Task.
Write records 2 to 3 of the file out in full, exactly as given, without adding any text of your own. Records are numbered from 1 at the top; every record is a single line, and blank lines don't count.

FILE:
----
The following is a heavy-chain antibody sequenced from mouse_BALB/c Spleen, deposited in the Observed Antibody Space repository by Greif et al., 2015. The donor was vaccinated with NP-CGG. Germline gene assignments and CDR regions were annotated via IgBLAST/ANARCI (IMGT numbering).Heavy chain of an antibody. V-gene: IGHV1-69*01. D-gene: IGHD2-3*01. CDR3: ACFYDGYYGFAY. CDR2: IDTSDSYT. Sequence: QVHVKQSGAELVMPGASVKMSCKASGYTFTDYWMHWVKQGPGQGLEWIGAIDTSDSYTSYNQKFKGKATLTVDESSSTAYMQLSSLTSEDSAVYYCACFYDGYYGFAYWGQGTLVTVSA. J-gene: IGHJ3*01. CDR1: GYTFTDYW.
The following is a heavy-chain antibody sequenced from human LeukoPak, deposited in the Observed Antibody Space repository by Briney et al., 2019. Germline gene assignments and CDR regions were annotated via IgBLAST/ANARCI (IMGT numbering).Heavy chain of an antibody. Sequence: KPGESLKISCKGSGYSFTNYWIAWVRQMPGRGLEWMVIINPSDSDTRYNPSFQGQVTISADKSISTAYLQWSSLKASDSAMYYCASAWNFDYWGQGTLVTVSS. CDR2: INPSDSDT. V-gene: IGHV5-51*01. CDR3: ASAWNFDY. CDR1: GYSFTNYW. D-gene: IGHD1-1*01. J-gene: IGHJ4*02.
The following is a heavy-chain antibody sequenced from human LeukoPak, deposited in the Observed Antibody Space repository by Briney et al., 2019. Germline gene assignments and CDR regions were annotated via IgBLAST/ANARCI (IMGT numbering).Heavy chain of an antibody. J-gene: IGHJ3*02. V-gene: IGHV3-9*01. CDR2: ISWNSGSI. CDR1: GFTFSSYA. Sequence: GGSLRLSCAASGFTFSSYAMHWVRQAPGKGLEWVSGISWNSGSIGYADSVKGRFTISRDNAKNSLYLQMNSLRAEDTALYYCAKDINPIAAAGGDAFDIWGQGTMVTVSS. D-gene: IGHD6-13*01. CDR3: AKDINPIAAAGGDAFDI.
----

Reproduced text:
The following is a heavy-chain antibody sequenced from human LeukoPak, deposited in the Observed Antibody Space repository by Briney et al., 2019. Germline gene assignments and CDR regions were annotated via IgBLAST/ANARCI (IMGT numbering).Heavy chain of an antibody. Sequence: KPGESLKISCKGSGYSFTNYWIAWVRQMPGRGLEWMVIINPSDSDTRYNPSFQGQVTISADKSISTAYLQWSSLKASDSAMYYCASAWNFDYWGQGTLVTVSS. CDR2: INPSDSDT. V-gene: IGHV5-51*01. CDR3: ASAWNFDY. CDR1: GYSFTNYW. D-gene: IGHD1-1*01. J-gene: IGHJ4*02.
The following is a heavy-chain antibody sequenced from human LeukoPak, deposited in the Observed Antibody Space repository by Briney et al., 2019. Germline gene assignments and CDR regions were annotated via IgBLAST/ANARCI (IMGT numbering).Heavy chain of an antibody. J-gene: IGHJ3*02. V-gene: IGHV3-9*01. CDR2: ISWNSGSI. CDR1: GFTFSSYA. Sequence: GGSLRLSCAASGFTFSSYAMHWVRQAPGKGLEWVSGISWNSGSIGYADSVKGRFTISRDNAKNSLYLQMNSLRAEDTALYYCAKDINPIAAAGGDAFDIWGQGTMVTVSS. D-gene: IGHD6-13*01. CDR3: AKDINPIAAAGGDAFDI.